Will There Ever Be Residuals in Video Game Voice Acting?

You may have heard the news in recent weeks about Grand Theft Auto IV's lead voice actor Michael Hollick's interview in the New York Times and how he feels about the unpaid use of his voice in online promos.

Yes, New Media strikes again!

I wrote about it here on VOX Daily "Grand Theft Audio"

At any rate, what do you think about the issue?

Looking forward to hearing your opinions ;)

Best wishes,

Stephanie

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Comment by Marc Biagi on May 30, 2008 at 4:19pm
Having done a lot of games, I know that the script is often one of the LEAST considered elements and that VO budgets are often quite small for the projects. Scripts are often written by people with no writing background who don't understand the spoken word and dialog well at all. They are sometimes rushed through as a last component to get a product to market.

And, no matter how self important some of us would like to think our parts are, voice acting is not what most gamers are focussed on. They want the game play, the interaction and activity; not really the passive viewing that our major work appears in (the cutscenes and level intros/outros). Players usually skip through our cutscenes after playing the game for the first time and focus on the action only (where they only get expletives and reactions). Don't believe me? Sit and watch some kids as well as adults play any game for awhile. In fact, they get highly impatient when they CAN'T easily skip through cutscenes. In fact, sometimes, they are so annoyed with the repetition of certain voiced lines in gameplay that they mute the voice channel! So once purchased, it's not like the players are really "watching" our program again like they are with more traditional forms of broadcast media.

A lot of hard work by developers, artists, and coders go into these video games. Way more hours than our paltry few hours that we're booked. They don't get royalties, and their work is FAR MORE of the product than is ours. They are the ones getting the real short end of the stick.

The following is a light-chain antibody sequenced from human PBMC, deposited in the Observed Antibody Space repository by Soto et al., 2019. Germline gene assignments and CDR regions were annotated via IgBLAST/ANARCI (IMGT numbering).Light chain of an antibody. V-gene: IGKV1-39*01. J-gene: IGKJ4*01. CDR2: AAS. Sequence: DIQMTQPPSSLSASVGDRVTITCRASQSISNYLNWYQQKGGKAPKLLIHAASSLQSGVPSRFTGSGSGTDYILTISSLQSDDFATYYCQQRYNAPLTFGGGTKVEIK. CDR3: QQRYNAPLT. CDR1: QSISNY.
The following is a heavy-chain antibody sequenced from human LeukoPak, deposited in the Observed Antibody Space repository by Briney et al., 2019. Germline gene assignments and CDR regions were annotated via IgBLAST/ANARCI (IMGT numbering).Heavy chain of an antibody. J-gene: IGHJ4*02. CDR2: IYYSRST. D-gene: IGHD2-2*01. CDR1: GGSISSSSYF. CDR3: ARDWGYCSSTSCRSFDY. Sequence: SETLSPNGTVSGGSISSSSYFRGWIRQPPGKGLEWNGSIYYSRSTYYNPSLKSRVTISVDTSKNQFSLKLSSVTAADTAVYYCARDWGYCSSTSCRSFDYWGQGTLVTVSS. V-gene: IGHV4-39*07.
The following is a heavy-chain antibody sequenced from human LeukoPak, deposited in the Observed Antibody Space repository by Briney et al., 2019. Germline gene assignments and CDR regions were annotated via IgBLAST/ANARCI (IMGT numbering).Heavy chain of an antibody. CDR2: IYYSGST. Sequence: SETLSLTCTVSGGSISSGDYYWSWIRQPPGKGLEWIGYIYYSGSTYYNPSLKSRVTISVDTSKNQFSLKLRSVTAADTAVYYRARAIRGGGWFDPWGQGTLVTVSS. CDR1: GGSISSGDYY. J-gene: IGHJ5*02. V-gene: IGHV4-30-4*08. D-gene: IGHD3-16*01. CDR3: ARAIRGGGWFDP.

To use an analogy, is a consultant who's brought on-board by a corporation to help work on a commercial product entitled to some of that company's profits? No, they're not, and the contract states that. Voice artists are artistic "consultants" in this regard and how the gaming industry views us.

Video games also have a more limited product life due to the fact that they'll get "played out" by the person purchasing them, and eventually new tech comes along and something else and they become blaise and old school (although some will still have strong cult followings...like with Starcraft in Korea).

I think that fair use should mean that if they use it in advertising or other medium than the original game, there should probably be some form of compensation. That's a valid contract issue (and why one should look over their agreements). However, I'm not sure I'd take that to the papers. I'd just call my agent and have them discuss it with the company.

I'm not sure that residuals make market sense here or are the correct model. Nobody truly knows what the next hit will be or how much it will make. We don't take any of the risk that these companies are, who deserve the benefit of making a good game.

That said, great scripts and acting can make the cutscenes and game very enjoyable and something players will want to see again. And in Adventure Games, VO is much more critical and an essential part of the gameplay. It would be nice if scripts and VO budgets were increased for many games. It is part of the overall immersive play experience. Good scripts and acting can result in an incredible gaming experience that can only help a product sell. Encouraging this path is far more productive than wanting a big piece of the sales pie.

Besides, start involving residuals and making it too lucrative and you'll this VO market niche dwindle as more "big name celebs" get involved thinking this work is easy money and taking even more of our market away from us, as they have with animation.

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